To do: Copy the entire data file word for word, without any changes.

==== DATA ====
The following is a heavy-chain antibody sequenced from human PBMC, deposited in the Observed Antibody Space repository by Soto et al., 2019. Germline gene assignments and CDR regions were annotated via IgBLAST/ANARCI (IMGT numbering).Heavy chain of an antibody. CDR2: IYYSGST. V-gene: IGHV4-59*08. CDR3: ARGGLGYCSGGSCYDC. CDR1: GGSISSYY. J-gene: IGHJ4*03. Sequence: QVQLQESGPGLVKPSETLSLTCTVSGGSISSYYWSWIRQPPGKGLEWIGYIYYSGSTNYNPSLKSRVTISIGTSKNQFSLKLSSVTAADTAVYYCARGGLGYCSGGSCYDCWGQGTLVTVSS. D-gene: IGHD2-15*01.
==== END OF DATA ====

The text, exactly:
The following is a heavy-chain antibody sequenced from human PBMC, deposited in the Observed Antibody Space repository by Soto et al., 2019. Germline gene assignments and CDR regions were annotated via IgBLAST/ANARCI (IMGT numbering).Heavy chain of an antibody. CDR2: IYYSGST. V-gene: IGHV4-59*08. CDR3: ARGGLGYCSGGSCYDC. CDR1: GGSISSYY. J-gene: IGHJ4*03. Sequence: QVQLQESGPGLVKPSETLSLTCTVSGGSISSYYWSWIRQPPGKGLEWIGYIYYSGSTNYNPSLKSRVTISIGTSKNQFSLKLSSVTAADTAVYYCARGGLGYCSGGSCYDCWGQGTLVTVSS. D-gene: IGHD2-15*01.